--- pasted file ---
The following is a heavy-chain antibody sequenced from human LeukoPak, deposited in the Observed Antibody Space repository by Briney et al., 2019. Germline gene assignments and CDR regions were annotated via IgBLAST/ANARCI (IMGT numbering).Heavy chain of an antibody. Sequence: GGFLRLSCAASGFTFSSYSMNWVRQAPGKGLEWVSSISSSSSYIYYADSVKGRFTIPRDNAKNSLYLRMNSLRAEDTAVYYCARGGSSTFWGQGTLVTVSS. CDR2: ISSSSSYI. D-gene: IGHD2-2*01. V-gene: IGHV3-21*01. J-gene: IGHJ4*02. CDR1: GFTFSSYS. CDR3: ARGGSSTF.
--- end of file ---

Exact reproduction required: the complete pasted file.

The following is a heavy-chain antibody sequenced from human LeukoPak, deposited in the Observed Antibody Space repository by Briney et al., 2019. Germline gene assignments and CDR regions were annotated via IgBLAST/ANARCI (IMGT numbering).Heavy chain of an antibody. Sequence: GGFLRLSCAASGFTFSSYSMNWVRQAPGKGLEWVSSISSSSSYIYYADSVKGRFTIPRDNAKNSLYLRMNSLRAEDTAVYYCARGGSSTFWGQGTLVTVSS. CDR2: ISSSSSYI. D-gene: IGHD2-2*01. V-gene: IGHV3-21*01. J-gene: IGHJ4*02. CDR1: GFTFSSYS. CDR3: ARGGSSTF.